If you’re worried about cost, you can request death certificates in the free version. Ancestry.com also offers paid versions that many lineage enthusiasts swear by. However, it’s likely unnecessary to purchase unless you’re completing an entire family tree or extensive genealogy project. You can also check out these other free genealogy websites.
How to Get a Copy of a Death Certificate in Texas
When requesting a death certificate in Texas, you may also find that you need additional copies. However, be advised that there is a difference between death certificates and death verifications.
Death verifications are often all that is required by credit card companies, cell phone providers, and related entities to verify death. You can read more about writing notification of death letters to credit bureaus on Cake’s blog.
Exceptional cases aside, it is still recommended to request five to 10 copies of your loved one’s death certificate. You will also need a death certificate is to notify the IRS of a death. The process for requesting verified copies for more official entities is as follows.
Request copies at the same time as your initial request
Requesting copies at the time of your initial request for a Texas death certificate is the most hassle-free method. It will also be the most cost-effective.
If you request copies at the same time as the initial request, you will only be charged $3 per copy. However, original death certificates cost $20. This can quickly rack up in cost if you have to keep coming back for more copies.
Frequently Asked Questions: Death Certificates in Texas
Requesting a death certificate in Texas, as streamlined as officials try to make the process, may still leave you with questions. Here are some frequently asked questions with answers provided by the Texas DSHS website.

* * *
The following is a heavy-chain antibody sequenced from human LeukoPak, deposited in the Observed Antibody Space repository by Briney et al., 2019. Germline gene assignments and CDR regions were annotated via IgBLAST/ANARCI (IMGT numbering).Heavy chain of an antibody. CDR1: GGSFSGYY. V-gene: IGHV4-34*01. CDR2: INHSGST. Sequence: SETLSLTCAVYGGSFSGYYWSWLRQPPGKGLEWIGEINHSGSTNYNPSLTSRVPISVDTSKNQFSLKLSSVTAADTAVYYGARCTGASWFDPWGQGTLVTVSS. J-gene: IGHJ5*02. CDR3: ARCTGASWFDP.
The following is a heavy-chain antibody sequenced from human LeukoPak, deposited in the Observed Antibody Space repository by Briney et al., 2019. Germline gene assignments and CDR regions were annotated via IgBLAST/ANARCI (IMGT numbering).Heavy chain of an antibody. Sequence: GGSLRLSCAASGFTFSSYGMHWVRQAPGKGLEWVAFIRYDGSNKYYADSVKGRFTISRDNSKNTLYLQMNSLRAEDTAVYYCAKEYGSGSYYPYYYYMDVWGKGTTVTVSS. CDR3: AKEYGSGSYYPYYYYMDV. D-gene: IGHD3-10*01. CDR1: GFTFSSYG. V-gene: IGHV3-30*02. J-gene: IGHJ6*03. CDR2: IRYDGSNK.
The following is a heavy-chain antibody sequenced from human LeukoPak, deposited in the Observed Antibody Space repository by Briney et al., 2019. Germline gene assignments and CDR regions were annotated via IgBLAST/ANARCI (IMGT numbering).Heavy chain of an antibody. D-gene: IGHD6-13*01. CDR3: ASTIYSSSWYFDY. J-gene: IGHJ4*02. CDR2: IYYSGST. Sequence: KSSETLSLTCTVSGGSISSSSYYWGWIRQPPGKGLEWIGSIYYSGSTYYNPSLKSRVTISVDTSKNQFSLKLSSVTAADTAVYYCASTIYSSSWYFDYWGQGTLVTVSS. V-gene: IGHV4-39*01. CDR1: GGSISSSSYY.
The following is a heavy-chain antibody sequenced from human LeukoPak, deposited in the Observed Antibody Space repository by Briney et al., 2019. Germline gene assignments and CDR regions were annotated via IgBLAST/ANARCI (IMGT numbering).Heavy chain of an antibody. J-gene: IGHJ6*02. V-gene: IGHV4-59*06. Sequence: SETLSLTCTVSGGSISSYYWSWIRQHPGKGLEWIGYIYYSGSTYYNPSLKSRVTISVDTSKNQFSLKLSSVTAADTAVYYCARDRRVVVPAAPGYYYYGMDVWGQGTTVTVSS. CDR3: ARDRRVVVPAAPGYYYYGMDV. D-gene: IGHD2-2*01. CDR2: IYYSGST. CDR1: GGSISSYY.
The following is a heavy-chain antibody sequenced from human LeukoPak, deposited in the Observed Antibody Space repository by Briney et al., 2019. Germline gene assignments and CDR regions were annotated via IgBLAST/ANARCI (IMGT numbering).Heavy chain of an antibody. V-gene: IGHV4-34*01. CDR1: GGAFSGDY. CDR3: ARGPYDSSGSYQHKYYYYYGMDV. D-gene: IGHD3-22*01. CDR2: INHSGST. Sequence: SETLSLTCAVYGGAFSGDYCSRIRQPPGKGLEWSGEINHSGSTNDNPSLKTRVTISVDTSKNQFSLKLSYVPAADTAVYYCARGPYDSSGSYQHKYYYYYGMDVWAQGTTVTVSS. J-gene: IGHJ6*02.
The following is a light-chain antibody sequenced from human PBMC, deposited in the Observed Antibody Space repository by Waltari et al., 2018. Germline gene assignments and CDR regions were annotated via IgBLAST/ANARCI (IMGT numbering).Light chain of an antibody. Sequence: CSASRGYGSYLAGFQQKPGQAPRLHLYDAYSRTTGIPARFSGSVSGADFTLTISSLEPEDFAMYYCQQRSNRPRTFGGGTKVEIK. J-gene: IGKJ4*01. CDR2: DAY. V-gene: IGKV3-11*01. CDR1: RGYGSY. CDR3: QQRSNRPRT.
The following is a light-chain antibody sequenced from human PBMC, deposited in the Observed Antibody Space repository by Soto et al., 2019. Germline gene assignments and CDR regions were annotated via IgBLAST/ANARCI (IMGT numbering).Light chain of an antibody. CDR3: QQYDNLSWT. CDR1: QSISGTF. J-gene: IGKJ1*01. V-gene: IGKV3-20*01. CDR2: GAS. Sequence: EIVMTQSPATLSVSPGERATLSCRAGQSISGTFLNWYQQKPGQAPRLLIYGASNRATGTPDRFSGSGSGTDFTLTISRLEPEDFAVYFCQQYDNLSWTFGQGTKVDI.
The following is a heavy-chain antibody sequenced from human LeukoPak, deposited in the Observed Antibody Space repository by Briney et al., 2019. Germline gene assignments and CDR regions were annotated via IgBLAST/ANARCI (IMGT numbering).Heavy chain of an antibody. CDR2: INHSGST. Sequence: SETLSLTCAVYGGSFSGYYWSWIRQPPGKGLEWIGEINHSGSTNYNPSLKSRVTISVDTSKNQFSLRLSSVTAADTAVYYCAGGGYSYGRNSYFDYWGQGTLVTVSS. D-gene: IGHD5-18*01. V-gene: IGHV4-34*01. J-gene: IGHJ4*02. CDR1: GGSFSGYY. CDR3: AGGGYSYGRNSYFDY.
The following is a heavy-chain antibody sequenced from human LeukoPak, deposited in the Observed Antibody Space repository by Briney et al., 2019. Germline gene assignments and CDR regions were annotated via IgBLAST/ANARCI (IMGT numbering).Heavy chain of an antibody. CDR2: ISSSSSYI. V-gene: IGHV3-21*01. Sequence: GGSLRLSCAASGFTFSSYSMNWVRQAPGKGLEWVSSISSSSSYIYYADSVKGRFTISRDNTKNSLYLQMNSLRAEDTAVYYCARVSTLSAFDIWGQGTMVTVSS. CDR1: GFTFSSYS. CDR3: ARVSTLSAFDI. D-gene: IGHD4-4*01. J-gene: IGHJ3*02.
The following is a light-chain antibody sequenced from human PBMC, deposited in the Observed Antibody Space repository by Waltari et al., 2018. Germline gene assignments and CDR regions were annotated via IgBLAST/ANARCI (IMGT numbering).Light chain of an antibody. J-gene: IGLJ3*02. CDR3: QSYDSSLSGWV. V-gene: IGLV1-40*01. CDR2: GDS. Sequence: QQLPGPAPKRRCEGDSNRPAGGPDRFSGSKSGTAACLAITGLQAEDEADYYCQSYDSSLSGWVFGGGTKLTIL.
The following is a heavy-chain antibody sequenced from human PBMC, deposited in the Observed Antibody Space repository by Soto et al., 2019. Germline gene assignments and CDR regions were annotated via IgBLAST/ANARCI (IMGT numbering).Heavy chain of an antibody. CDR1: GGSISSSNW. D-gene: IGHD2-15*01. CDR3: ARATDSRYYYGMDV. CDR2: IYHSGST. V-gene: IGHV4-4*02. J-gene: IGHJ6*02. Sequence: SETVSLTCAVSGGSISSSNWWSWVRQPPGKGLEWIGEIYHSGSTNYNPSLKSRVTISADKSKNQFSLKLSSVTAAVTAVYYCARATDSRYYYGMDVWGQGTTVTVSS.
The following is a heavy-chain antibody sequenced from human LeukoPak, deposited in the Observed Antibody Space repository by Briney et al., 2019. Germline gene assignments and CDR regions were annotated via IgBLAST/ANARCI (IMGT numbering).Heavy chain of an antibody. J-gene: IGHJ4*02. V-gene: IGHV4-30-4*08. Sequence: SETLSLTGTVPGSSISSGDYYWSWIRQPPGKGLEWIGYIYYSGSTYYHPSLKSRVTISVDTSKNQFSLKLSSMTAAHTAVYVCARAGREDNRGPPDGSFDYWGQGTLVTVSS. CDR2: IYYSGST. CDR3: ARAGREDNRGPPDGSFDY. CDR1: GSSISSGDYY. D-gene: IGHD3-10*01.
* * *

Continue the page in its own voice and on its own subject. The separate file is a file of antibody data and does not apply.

What information do you need to get a death certificate?
To obtain a death certificate, you need personal information about the deceased person as well as yourself.
For the deceased person, you’ll need their date of death, the first and last name listed on record, their gender listed on record, and the city and county where the death occurred. For yourself, you’ll need a valid ID, your social security number, as well as your relationship to the deceased.
How much does it cost to get a death certificate in Texas?
For your first death certificate order in Texas, the cost is $20. However, if you’d like copies of the death certificate, each additional death certificate requested at the same time costs $3. This is a common stipulation, as it’s easier for those searching for the records to make copies upon the initial request.
If you don’t request any copies the first go around, you’ll have to pay the same $20 fee again. Be proactive and request a few official copies even if you don’t think you’ll need them. You may be surprised at what you’ll need them for, especially if you’re handling your loved one’s estate (in this case, we recommended 10 copies).
How long does it take to get a death certificate?
You can request death certificates 24/7 online via the Texas DSHS site. If you walk in, it will almost guarantee your request is processed the same day. Other methods will likely have at least a 24-hour waiting period after your request is received.
Depending on your request, how you requested it, and other factors, processing times can vary. Working via the website will get your certificate to you in 10-15 days, whereas mailing in a request will take 25-30 days. These timeframes are also subject to change due to volume and other factors.
Understanding Processes for Peace of Mind
When someone you love passes away, there are seemingly endless tasks, records, arrangements, and more to coordinate. It can certainly be daunting. Even if you’re requesting a death certificate long after a loved one has passed away, it can still feel overwhelming.
For more resources on navigating end-of-life planning, including a checklist, be sure to visit Cake. You can even set up a free digital end-of-life planning profile on Cake’s platform for yourself or a loved one.
If you're a Texas resident and ready to start preparing your own end-of-life planning documents, Cake has Advance Care Planning forms you can download. To help ease your planning, we have all the documents you need in one place.
- Municipal Archives & Records - Birth & Death Records. Sanantonio.gov. https://www.sanantonio.gov/Municipal-Archives-Records/Birth-Death-Records
- Requirements for Online Orders. Texas Department of State Health Services. https://dshs.texas.gov/vs/order/online.aspx#death
- Death Records. Texas Department of State Health Services. https://dshs.texas.gov/vs/death/
- Genealogy Resources. Texas State Library and Archives Commission. https://www.tsl.texas.gov/arc/genfirst.html